This is the last article in a series of articles discussing how to effectively use project portfolio management in your business. In this article, I want to talk about how projects should contribute to the firm's health and help position the firm for future success.
Remember, for project portfolio management to be effective, projects must:
1. Be aligned with the firm's strategy and goals
2. Be consistent with the firm's values and culture
3. Contribute (directly or indirectly) to a positive cash flow for the enterprise.
4. Effectively use the firm's resources-both people and resources
5. Not only provide for current contributions to the firm's health but must help to position the firm for future success.
Projects Must Contribute to the Firm's Health
When we talk about a firm's health, we are typically referring to the financial stability of the company. In an article by Lynn Westergard titled "Measuring Company Health Via Cash Flow Ratios" he reiterates the Statement of Cash Flows as being the best indicator for measuring health. "The most useful cash flow ratios fall into two general categories. The first group consists of ratios that test for solvency and liquidity: operating cash flow, fund flow coverage, cash interest coverage and cash debt coverage. The second group of ratios indicates the liability of a business as an ongoing concern. It includes "cash to capital expenditures" (CE) and "cash to total debt" (TD) ratios. "
Without going into a class on how to interpret financial statements, let's summarize what Lynn Westergard said by simply stating that for a firm to be healthy it must be able to meet its current liabilities and be in a position to finance its future growth. Because projects are often resource and cash intensive, selecting the right projects are key to the health of the firm. Projects that contribute to the financial stability of the company provide additional cash flow and financial leverage to help the company be profitable today and in the future. Selecting the wrong projects can cause unnecessary debt in both the short-term and long-term, as well as significantly impact the firm's ability to grow.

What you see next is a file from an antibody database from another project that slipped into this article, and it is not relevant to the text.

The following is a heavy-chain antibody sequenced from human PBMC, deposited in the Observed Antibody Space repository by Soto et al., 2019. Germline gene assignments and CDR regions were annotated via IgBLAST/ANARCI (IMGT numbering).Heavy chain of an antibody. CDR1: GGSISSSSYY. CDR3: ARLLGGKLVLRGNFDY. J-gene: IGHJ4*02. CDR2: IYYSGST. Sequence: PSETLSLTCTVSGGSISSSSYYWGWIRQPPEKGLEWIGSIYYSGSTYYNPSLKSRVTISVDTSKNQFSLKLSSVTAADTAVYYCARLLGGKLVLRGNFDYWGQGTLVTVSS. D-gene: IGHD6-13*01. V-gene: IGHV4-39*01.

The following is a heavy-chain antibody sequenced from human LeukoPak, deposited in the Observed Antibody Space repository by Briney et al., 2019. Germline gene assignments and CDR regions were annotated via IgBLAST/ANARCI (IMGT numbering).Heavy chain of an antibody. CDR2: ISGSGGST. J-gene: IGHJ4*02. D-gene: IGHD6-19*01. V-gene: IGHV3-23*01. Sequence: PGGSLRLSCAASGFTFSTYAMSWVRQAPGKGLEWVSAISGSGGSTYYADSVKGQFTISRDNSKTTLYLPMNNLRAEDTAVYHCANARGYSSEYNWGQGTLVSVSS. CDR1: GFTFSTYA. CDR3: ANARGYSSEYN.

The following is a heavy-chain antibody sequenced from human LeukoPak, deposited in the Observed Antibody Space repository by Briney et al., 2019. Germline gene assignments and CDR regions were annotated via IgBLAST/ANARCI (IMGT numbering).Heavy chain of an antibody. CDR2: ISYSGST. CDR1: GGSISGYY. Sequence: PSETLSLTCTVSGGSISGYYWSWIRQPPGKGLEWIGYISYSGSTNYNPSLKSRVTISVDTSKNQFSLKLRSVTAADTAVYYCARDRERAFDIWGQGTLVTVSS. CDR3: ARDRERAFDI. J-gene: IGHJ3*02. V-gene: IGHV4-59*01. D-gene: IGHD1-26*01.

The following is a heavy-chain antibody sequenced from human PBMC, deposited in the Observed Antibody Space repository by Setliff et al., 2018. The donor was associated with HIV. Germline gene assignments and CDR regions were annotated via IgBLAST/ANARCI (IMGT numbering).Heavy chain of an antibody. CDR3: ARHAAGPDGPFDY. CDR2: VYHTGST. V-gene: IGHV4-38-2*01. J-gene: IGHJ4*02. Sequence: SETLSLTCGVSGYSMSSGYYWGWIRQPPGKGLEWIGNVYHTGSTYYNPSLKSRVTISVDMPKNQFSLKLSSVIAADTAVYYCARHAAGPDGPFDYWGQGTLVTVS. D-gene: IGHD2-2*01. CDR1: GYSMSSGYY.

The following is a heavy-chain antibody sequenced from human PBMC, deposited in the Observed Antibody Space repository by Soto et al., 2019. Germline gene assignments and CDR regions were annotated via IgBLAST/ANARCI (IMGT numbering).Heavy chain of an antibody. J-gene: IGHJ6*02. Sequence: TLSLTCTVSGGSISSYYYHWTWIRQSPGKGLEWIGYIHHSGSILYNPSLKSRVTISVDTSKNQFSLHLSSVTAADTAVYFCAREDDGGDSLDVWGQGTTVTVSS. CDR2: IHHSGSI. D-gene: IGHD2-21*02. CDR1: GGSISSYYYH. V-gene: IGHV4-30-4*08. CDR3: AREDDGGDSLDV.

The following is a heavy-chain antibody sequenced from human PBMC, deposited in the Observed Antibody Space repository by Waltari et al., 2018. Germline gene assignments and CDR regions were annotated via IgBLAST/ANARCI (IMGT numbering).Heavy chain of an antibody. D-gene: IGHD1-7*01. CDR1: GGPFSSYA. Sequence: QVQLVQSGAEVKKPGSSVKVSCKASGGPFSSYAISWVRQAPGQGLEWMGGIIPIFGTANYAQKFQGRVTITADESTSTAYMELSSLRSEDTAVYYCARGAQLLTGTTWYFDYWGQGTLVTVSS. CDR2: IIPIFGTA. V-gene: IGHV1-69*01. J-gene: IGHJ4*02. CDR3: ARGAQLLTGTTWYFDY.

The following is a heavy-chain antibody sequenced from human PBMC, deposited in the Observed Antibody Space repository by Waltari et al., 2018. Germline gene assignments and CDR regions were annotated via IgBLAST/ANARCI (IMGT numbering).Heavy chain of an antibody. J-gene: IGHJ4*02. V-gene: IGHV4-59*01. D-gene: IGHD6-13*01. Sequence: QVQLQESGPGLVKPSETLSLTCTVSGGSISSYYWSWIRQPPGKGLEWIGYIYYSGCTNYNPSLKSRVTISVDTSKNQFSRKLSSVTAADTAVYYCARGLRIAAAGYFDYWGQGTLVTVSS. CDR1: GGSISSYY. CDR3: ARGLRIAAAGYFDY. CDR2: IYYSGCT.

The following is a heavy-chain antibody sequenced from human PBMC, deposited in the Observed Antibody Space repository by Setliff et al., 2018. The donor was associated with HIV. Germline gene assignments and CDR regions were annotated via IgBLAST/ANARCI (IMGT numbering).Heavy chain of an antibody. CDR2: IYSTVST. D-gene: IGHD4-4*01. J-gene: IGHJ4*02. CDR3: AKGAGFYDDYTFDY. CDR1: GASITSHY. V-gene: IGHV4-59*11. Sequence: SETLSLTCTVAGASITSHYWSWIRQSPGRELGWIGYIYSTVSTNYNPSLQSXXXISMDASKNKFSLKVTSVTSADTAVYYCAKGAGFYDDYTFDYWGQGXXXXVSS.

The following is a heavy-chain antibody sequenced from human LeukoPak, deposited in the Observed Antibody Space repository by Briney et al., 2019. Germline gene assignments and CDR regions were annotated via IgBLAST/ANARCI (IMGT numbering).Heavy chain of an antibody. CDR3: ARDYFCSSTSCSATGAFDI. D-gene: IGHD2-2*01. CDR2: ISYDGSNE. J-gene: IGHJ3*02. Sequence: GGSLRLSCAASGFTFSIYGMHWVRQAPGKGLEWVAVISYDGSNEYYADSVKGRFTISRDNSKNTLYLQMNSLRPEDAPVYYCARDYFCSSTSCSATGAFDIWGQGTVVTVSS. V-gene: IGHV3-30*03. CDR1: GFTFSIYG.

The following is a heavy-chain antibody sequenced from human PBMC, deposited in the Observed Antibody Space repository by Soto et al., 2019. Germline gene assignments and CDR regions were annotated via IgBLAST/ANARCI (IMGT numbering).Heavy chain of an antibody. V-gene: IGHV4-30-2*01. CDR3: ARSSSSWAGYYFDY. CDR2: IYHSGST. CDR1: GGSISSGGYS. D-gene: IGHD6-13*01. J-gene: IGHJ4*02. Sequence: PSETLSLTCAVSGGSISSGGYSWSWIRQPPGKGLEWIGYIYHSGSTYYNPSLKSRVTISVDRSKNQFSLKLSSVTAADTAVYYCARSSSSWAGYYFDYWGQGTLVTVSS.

Projects Must Help Position the Firm for Future Success
Along with their ability to contribute to the firm's current health, projects must help position the firm for future success. Below are few questions to consider when selecting projects:
– Will this project provide a competitive advantage for my company?
– Does the project enhance my product or service offering?
– Can I use the project to demonstrate company stability?
– Can I use the project as a reference to help me get more projects?
– Does the project provide future cash flows to help sustain my company's growth?
– When can I expect a return on my investment? Is it a short-term or long-term return?
I'm sure that there are many more questions you could ask, but the real point here is that for project portfolio management to be effective, you must consider the company's future when selecting projects. Will it help the company be more successful or will it hurt the company?